3. The regulator

We come back to the main regulator drivers: The European institutions. The European Commission initiated an action plan for sustainable finance to promote sustainable investment in Europe. Their agenda has three main objectives:

  • Finance the transition to a greener economy. The green horizon is in view but there are few roadblocks, mainly because public financing and banks loans aren’t enough fuel. To reach the oasis that is just beyond the horizon, the private sector needs to invest in a better future. A big part of the EC’s agenda is dedicated to encouraging sustainable investment and projects, like green energy and climate change.
  • Foster long-termism in the investment and asset management decisions. It’s about recognising that one of the causes of the financial crisis was the fact that investment decisions were taken with too many short-term views. There’s a need to think about the long-run and encourage long-term investment.
  • Monitor sustainability risks in the financial sector. There’s an increasing concern amongst regulators that the financial sector is far too exposed to risks, such as environmental. The question is, how do we ensure that across the financial sector the risk management process includes all these risks.

Did you know?

Long-termism is an actual word. It’s the practice of making decisions with a view to long-term objectives or consequences.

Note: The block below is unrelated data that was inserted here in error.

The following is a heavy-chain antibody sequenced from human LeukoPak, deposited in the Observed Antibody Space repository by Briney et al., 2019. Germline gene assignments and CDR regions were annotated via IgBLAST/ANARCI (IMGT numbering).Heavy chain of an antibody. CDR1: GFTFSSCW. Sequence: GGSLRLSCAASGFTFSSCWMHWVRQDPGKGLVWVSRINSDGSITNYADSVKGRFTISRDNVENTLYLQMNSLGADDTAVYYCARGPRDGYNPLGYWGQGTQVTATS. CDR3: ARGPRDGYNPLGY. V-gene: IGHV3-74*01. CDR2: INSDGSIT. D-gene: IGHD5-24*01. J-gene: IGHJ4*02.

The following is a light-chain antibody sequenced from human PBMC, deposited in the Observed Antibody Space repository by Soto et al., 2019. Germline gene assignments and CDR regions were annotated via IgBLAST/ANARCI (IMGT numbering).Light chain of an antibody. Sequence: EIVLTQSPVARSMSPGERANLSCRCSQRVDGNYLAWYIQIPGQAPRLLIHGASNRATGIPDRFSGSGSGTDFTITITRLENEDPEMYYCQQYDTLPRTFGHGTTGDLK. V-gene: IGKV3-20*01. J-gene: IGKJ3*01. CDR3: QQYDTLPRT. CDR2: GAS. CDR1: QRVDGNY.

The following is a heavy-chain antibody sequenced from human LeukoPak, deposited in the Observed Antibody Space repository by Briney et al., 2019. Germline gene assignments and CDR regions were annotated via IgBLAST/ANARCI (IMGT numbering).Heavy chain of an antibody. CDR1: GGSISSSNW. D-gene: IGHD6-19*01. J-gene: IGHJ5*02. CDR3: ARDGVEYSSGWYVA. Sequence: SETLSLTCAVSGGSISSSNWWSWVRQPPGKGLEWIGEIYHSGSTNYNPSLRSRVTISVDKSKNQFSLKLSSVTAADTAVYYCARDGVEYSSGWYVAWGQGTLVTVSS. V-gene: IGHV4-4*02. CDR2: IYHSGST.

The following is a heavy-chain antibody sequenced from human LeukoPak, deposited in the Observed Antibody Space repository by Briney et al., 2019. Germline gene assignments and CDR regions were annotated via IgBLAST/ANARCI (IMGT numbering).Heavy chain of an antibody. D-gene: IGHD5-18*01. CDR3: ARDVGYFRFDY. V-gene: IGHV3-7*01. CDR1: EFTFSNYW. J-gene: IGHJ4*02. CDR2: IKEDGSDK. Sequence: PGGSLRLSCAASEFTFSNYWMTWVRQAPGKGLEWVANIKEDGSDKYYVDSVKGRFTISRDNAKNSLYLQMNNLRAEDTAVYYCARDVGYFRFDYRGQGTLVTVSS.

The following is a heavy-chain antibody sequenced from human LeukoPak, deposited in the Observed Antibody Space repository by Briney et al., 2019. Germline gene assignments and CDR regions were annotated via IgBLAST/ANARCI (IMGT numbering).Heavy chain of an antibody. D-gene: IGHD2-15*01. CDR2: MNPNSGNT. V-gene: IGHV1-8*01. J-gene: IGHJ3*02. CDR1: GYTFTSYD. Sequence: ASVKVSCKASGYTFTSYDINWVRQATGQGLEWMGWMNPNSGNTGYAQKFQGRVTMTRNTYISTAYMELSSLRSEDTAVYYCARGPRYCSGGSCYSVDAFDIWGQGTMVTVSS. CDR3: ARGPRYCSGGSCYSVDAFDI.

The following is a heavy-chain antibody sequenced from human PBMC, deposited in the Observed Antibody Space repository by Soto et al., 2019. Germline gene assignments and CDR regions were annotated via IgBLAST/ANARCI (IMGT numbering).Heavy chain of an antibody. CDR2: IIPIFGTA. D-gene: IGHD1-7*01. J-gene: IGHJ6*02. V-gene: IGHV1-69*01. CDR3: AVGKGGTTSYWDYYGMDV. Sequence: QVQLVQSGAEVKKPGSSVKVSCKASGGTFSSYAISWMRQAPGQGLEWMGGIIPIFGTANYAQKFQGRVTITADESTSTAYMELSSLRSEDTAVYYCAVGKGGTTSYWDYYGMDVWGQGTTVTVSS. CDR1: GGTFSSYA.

As the main drivers lead the way for an oasis with a greener horizon, it’s clear that Europe is the leading example when it comes to ESGs and sustainable investing, becoming the role model for countries like the US and continents like Asia. At the same time, all these drivers are an essential part of what is driving the current approach of the European Commission and the current different sustainable proposals.

 
What we think
Nathalie Dogniez, Partner at PwC Luxembourg
Nathalie Dogniez, Partner at PwC Luxembourg

ESG isn’t a compliance exercise, it’s about the processes and transparency. It’s very important to engage with investors and for that, transparency reporting is essential. Indeed, the key to success from an ESG standpoint is to fully engage with the investors through very good investor reporting. ESG reports from asset managers explain in detail why they invested or disinvest in certain companies, and through their engagement policy how they have been helping these companies to improve their environmental, social or governance practices. It is a fantastic opportunity to engage with investors on a long term on common values.

 

If you want to learn more about the EU Action Plan on Sustainable Finance click here

If you want to know more about the importance of ESGs, take a look at our video!